For a few glorious hours each weekend, I am not a teacher juggling the sometimes overwhelming demands of students, their parents or school leadership. The moment I step into my garden I am free as a bird. The only behaviour to monitor is the odd stray grapevine tendril weaving vigorously in the wrong direction. Pfff! Any behaviour that doesn’t need to be documented or recorded in some time-consuming manner is fine with me.
For me, gardening comes and goes in my life depending on other demands, and it can sometimes feel like a chore or luxury. Whatever the feelings though, it is always a form of escapism and a sense of pride. The added bonus of exercise is another box that’s ticked because, with the teaching workload, we all know the benefits of multitasking.
I have always had a passion for gardening. School holidays spent with grandparents and working in their garden nurtured this passion. I seem to be able to recall plant names easily and I have no idea how or why. The sense of achievement I feel when a messy, weedy garden bed is turned back into a neat and tidy patch makes me happy. I will often find myself standing inside gazing out at my handy work long after I have come inside.
I don’t have the most beautiful garden and I wouldn’t even say I necessarily have the greenest thumb. However, the rotation of seasons, and the changes they bring to my little patch of dirt, helps me remember that no matter what happens in life, including at school, the sun will always come up tomorrow.
The amount of birdlife popping in and out of my garden during COVID-19 has kept things real. I have watched from inside while chatting to students on the phone and it has been a constant reminder that some things remain unchanged in the world. Even during the coldest part of winter when I think my garden is bare and not worth lingering in, I am pleased to watch the little family of Wrens skit about as they pass through.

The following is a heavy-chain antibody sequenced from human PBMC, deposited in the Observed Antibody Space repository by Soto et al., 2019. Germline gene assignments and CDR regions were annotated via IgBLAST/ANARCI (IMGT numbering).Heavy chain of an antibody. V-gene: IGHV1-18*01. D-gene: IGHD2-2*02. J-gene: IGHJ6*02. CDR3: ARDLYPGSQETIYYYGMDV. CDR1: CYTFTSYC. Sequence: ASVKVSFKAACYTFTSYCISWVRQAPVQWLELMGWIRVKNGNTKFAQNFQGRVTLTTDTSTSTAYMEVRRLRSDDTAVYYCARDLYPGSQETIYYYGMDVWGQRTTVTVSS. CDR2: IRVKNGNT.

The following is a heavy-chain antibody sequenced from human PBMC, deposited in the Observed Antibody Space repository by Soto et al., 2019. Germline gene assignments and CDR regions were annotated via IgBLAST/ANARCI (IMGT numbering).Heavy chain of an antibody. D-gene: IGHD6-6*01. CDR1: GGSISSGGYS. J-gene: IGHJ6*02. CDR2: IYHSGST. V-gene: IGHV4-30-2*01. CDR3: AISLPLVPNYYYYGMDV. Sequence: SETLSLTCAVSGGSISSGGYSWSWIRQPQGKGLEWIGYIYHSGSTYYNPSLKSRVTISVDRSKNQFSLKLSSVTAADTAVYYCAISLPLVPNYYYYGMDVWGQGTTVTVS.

I have two chooks who have survived the clutches of local foxes. They are my little garden tractors. I love watching them move around the vegie beds, turning the straw and fertilising as they go. The board they pay, of an egg a day each, is well worth it.
My garden is inherited from the previous owners. It is a formal garden with lots of Buxus hedging, roses and Cyprus. It’s ever evolving depending on ideas I get from other gardens I visit or plants I receive as gifts. I have an avocado tree from my last birthday that is waiting to find it’s forever home, but I just can’t decide the perfect place. These decisions take time.
Last year one of my students was upset because his dad couldn’t come to parent-teacher interviews. When I dug a little deeper as to why, I found it was because money was particularly tight and he couldn’t afford the petrol. This made me sad. This would be a missed opportunity for the student to share his learning space with his dad. He would miss that moment of pride these classroom visits can celebrate.
The problem was solved, however, when the student told me they had been bagging up sheep manure from under their shearing shed to sell. Perfect! So, the next day I drove the ute to work and they filled my tray up with 10 bags of sheep manure for my garden and I handed over cash. I had fertiliser, they now had petrol and we all had a happy interview!
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